Artist Henry Wingate has just completed a large-scale commission for St Mary's in Piscataway in southern Maryland.
Based in rural Virginia, Wingate studied with Paul Ingbretson in New England and with Charles Cecil, in Florence, Italy. Both Ingbretson and Cecil studied under R H Ives Gammell, the teacher, writer, and painter who perhaps more than anyone else kept the traditional atelier method of painting instruction alive.
The academic method, which Wingate teaches and uses, was first developed in Renaissance Italy and was the standard for art education and nearly every great Western artist for the next 300 years. It almost died out altogether in the first part of the 20th century but is gaining ground again now.
For this commision, Wingate writes: '
The subject was the baptism of the Tayac, or chief, of the Piscataway Indians by the Jesuit, Father Andrew White. This took place on July 5th, 1640. It is well documented because the Jesuits were required to send a yearly report on their efforts here in the New World to their superiors in Rome, and those documents are available to read.
The church that asked me to do the painting is Saint Mary's of Piscataway. The baptism took place in the Piscataway Indian village which was someplace near where this church stands today, possibly even on the land owned by the church. The painting is in the entrance way to the church, and above the new baptismal font. I finished the painting after about seven months of work, in time for an Easter unveiling. At the Easter Mass their were three baptisms using the new font. Two of those baptized were descendants of Piscataway Native Americans. One of the most interesting things I learned while doing this project is that most of the Piscataways, to this day, are practicing Catholics. Father Andrew White's efforts, and those of his fellow Maryland Jesuits, were very effective.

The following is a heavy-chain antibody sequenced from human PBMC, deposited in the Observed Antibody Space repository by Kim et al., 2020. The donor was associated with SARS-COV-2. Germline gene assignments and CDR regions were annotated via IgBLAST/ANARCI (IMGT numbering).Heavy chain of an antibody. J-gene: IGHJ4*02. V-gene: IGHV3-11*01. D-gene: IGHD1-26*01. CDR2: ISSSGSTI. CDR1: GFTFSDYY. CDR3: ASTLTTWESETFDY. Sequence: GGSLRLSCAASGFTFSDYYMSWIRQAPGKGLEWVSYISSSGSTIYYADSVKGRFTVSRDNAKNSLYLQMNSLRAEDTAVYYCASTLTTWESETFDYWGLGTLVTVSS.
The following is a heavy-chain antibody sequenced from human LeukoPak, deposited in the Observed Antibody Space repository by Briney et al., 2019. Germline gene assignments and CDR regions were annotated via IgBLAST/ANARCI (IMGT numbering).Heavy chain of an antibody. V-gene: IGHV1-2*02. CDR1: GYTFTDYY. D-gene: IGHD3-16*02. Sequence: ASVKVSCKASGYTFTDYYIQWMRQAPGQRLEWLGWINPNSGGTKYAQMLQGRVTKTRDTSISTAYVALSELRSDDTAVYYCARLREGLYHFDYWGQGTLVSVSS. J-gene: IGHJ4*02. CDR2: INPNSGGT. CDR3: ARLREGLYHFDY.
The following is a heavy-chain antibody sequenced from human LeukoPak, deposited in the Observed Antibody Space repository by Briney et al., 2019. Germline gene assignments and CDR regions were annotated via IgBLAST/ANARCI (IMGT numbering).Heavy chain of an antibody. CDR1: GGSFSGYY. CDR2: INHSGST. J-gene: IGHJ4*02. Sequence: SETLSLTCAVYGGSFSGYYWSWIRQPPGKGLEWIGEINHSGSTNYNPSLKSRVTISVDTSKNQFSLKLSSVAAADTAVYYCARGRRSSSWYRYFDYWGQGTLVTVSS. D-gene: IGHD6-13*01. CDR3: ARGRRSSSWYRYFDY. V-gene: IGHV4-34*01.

The painting is 16 feet across and nearly 13 feet high. It is on canvas that is glued to panels. I had to cut a slot in my studio wall just to get the painting out and into a truck to get it to Maryland.
I used models from around Madison mostly. The Native Americans were a little more difficult to find. I did have two real Piscataways pose for me, the older man in the background and the young wife of the chief. The Piscataways were very helpful in lending me articles of clothing, headresses and so on.'
The photographs show the completed painting and preliminary studies.